• Pre-procedure: On the morning of the procedure, the nurse who admits the patient to the same-day observation unit or inpatient floor re-evaluates whether the patient meets the criteria for a same-day discharge. An important part of the admission process is assessing the sociodemographic criteria and documenting the phone numbers to contact them the next day. On admission, a same-day PCI discharge “checklist” is started and will follow the patient throughout their hospital stay. The checklist will provide a guideline of the issues that must occur for the patient to be successfully discharged at the end of the day.

• PCI procedure: During the coronary intervention, the cardiologist performing the procedure identifies whether the patient satisfies the criteria to fulfill the “angiographic” low-risk profile. If this is met, the cardiologist notifies the staff that the patient is eligible for same-day discharge from a procedural standpoint. The patient is then transferred to the post-procedure unit, where the staff is notified that the patient is scheduled for discharge later in the day.

• Discharge unit: After the procedure, the cardiologist (or his/her designee) places the post-procedure orders. Order sets should be developed to make this process streamlined and safe for the patient, so none of the traditional post-PCI discharge orders are overlooked. Our hospital offers an outpatient pharmacy program where the prescriptions can be filled and brought to the bedside before the patient leaves the hospital. This service is triggered by a post-procedure order. The orders also notify the nurse caring for the patient in the post-procedure unit of the plan to discharge the patient six hours after the patient has been brought to the unit.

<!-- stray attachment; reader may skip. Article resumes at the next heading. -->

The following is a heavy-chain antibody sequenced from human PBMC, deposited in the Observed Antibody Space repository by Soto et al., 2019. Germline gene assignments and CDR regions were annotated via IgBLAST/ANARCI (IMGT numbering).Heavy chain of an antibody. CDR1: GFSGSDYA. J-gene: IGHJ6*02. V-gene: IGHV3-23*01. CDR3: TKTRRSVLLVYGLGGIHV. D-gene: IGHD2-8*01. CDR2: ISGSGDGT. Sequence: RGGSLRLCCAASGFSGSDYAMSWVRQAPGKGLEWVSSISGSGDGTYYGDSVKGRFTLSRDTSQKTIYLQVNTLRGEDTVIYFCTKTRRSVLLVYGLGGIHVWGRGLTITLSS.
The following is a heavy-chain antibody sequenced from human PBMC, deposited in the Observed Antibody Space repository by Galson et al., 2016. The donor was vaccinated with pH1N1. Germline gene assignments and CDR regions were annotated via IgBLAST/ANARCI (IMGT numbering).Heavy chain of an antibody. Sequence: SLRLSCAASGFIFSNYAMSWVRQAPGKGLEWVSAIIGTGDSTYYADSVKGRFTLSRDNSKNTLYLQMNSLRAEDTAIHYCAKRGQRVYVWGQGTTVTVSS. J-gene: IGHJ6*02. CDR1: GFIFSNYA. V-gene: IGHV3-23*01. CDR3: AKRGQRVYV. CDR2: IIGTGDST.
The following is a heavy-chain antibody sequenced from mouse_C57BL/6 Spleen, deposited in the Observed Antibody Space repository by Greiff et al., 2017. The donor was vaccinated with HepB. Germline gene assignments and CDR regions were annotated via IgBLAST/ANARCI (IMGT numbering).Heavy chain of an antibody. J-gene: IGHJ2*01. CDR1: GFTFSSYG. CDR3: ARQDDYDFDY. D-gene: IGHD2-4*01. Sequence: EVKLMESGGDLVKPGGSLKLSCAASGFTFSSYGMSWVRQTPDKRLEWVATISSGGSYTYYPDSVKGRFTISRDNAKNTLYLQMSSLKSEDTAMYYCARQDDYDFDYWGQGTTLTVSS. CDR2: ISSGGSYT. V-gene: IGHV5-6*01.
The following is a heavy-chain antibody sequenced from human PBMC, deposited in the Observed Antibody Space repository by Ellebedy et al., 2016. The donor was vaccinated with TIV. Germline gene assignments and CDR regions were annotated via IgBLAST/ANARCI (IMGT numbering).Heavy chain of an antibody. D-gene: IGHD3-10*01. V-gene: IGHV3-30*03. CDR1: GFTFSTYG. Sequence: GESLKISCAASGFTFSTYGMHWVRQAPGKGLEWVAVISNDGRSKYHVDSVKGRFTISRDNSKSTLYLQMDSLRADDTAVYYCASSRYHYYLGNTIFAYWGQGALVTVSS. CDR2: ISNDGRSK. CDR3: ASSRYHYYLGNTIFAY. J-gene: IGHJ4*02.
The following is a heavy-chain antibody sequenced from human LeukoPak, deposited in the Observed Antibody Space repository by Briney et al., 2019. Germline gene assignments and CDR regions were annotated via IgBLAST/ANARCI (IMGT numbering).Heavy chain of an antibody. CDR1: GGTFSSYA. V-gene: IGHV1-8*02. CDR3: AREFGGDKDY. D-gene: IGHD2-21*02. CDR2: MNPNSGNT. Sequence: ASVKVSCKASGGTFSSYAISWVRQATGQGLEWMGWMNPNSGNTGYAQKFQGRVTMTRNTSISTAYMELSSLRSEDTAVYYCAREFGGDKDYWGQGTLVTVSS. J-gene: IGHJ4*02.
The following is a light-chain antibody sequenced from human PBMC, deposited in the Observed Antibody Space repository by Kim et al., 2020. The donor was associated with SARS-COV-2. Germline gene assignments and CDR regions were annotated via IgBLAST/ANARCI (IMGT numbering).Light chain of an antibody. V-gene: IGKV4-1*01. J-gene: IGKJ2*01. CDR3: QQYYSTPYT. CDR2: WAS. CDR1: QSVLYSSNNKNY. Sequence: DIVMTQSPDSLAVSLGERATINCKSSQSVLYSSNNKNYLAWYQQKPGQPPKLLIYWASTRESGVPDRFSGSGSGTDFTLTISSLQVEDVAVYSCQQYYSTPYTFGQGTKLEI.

Once the patient is in the discharge unit, the nursing care provided is very similar to that of a standard uncomplicated PCI, such as the nurse checking the sheath insertion site regularly, weaning the hemostasis device and monitoring the patient for signs of post-PCI complications. Two to three hours following the procedure, the transradial band should taken off the patient’s wrist and a sterile dressing applied to the sheath insertion site. An ECG is obtained four hours post-procedure.
At our facility we do not check cardiac biomarkers on patients who qualify for this program. If there is any suspicion that there may be a biomarker elevation, we will exclude the patient from this discharge program and proceed to observe them overnight.

The responsible healthcare provider will review the ECG, check the sheath insertion site and clinically evaluate the patient for ischemic symptoms. If the patient is stable and the ECG is unchanged from prior to the procedure, the provider writes discharge orders. The nurse reviews the discharge instructions with the patient and their family and does a final check of whether the patient meets the discharge criteria. If the nurse has any doubts about discharging the patient, or the patient expresses a wish to stay overnight, the nurse should feel empowered to admit the patient for an overnight stay. If not, the patient is discharged home in the care of a family member.